Donald Trump easily outpaced John Kasich on the way to the Republican presidential nomination, and the two men continued to feud bitterly as Trump celebrated his victory at the Republican convention, awkwardly held in the state where Kasich is governor. But there’s one area in which Kasich runs circles around Trump: support among black voters.
In a recent NBC/WSJ/Marist poll, Trump pulled off the notable accomplishment of attracting zero percent of the black vote in Ohio (yes, zero). In contrast, Kasich managed to receive 26 percent of the black vote (including fully 33 percent of the votes of black men) in his successful 2014 gubernatorial reelection bid.
Trump’s remarkable unpopularity among African Americans surely is connected to his divisive rhetoric, but the gap between the two men on this score also reflects a difference in the way black Americans view Republican governors and national Republican candidates.
Republican governors routinely outperform their national peers in attracting black voters
Admittedly the Kasich numbers are anomalous for Republican candidates at all levels of government, but they are more common in gubernatorial elections than in presidential contests. Before him, there was Ohio Gov. George Voinovich, who won 42 percent of the black vote following his popular tenure as the mayor of Cleveland, a majority-minority city. More recently, New Jersey Gov. Chris Christie — who has since cozied up to Trump — won 21 percent of the black vote in his 2013 reelection win.
There’s more: In her losing bid for governor of California, in 2010, Meg Whitman received 21 of the black vote; in 1998, then-Texas-Gov. George Bush and Arkansas' Mike Huckabee received 27 percent and 48 percent, respectively (although the latter figure is often disputed due to the exit poll’s small sample size). Other Republicans who have fared well with black voters include Scott Walker (Wisconsin), Jeb Bush (Florida), Tom Ridge (Pennsylvania), Mitch Daniels (Indiana), and Charlie Crist (Florida).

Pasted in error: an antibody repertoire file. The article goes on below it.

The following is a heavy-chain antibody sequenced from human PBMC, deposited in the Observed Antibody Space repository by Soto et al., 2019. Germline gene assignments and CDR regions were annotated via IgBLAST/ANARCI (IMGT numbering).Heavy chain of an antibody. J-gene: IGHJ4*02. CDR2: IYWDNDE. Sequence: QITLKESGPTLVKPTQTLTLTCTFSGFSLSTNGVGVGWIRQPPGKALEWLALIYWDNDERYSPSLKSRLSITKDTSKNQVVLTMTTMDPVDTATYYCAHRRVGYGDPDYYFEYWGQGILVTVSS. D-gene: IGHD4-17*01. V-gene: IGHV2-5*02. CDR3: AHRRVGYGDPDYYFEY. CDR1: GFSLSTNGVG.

Republican presidential candidates cannot fathom receiving such support from black voters today. The last time such a candidate crossed the 20 percent threshold was in 1960 when Richard Nixon received 32 percent of the black vote in his loss to John F. Kennedy.
President George W. Bush received 27 percent of the black vote during his last Texas gubernatorial election, but he couldn’t manage half that support in the 2004 presidential election just six years later. Between 1968 and 2004, Republican presidential nominees averaged just over 11 percent of the black vote. In the last two elections, however, John McCain and Mitt Romney drew considerably less — 4 percent and 6 percent, respectively — no doubt in part because they were running against a black candidate. Trump is likely to see similarly dismal numbers because of his rhetoric and lack of acceptable policy stances.
National GOP candidates emphasize ideology in a way that turns off even black conservatives
Why the gap between the Republican performance at the state and national levels? For one thing, at the national level, Republican politicians embrace the politics of colorblindness more often — that is, they tend to eschew policies that are explicitly designed to reduce racial disparities.